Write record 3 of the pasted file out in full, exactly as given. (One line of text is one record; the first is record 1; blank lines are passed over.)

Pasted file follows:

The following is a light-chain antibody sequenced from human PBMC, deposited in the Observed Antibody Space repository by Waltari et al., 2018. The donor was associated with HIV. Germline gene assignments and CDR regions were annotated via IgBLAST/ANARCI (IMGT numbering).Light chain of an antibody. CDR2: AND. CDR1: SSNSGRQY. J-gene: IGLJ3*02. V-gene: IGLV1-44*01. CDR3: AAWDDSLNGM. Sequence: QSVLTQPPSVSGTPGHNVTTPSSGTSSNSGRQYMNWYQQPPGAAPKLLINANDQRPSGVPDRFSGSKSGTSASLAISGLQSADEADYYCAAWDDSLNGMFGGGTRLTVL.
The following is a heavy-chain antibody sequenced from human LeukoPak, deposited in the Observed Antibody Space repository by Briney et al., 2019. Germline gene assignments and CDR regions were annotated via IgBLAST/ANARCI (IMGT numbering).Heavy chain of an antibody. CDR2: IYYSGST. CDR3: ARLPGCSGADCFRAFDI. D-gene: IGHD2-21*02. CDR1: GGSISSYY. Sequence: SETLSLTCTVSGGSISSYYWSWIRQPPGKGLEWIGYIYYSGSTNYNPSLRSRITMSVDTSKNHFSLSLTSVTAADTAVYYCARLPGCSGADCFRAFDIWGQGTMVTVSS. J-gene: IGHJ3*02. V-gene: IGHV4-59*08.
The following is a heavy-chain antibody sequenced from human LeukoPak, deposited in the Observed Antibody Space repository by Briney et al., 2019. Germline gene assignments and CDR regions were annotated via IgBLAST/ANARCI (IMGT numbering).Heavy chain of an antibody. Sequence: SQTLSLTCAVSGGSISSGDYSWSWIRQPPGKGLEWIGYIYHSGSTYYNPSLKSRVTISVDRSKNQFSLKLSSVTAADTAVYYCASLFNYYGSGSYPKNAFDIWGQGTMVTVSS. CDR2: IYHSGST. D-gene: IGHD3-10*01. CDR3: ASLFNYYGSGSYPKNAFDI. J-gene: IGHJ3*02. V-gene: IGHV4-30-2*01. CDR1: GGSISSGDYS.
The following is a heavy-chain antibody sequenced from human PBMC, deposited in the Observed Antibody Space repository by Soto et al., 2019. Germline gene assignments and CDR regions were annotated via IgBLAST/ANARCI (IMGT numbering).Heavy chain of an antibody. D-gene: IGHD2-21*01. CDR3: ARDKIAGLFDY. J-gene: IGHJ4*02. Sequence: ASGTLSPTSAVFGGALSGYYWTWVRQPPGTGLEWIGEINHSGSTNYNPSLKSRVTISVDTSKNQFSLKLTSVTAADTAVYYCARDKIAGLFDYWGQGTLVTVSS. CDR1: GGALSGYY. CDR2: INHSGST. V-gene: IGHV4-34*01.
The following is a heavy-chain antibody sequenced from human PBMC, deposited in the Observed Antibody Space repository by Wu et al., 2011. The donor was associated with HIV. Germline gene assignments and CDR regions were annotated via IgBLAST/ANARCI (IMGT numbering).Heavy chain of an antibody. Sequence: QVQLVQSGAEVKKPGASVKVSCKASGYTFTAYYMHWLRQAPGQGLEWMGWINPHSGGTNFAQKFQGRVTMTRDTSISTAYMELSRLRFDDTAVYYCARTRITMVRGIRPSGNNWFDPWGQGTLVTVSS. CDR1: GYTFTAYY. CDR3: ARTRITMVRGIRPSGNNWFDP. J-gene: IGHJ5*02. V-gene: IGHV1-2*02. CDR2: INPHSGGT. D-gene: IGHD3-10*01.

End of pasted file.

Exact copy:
The following is a heavy-chain antibody sequenced from human LeukoPak, deposited in the Observed Antibody Space repository by Briney et al., 2019. Germline gene assignments and CDR regions were annotated via IgBLAST/ANARCI (IMGT numbering).Heavy chain of an antibody. Sequence: SQTLSLTCAVSGGSISSGDYSWSWIRQPPGKGLEWIGYIYHSGSTYYNPSLKSRVTISVDRSKNQFSLKLSSVTAADTAVYYCASLFNYYGSGSYPKNAFDIWGQGTMVTVSS. CDR2: IYHSGST. D-gene: IGHD3-10*01. CDR3: ASLFNYYGSGSYPKNAFDI. J-gene: IGHJ3*02. V-gene: IGHV4-30-2*01. CDR1: GGSISSGDYS.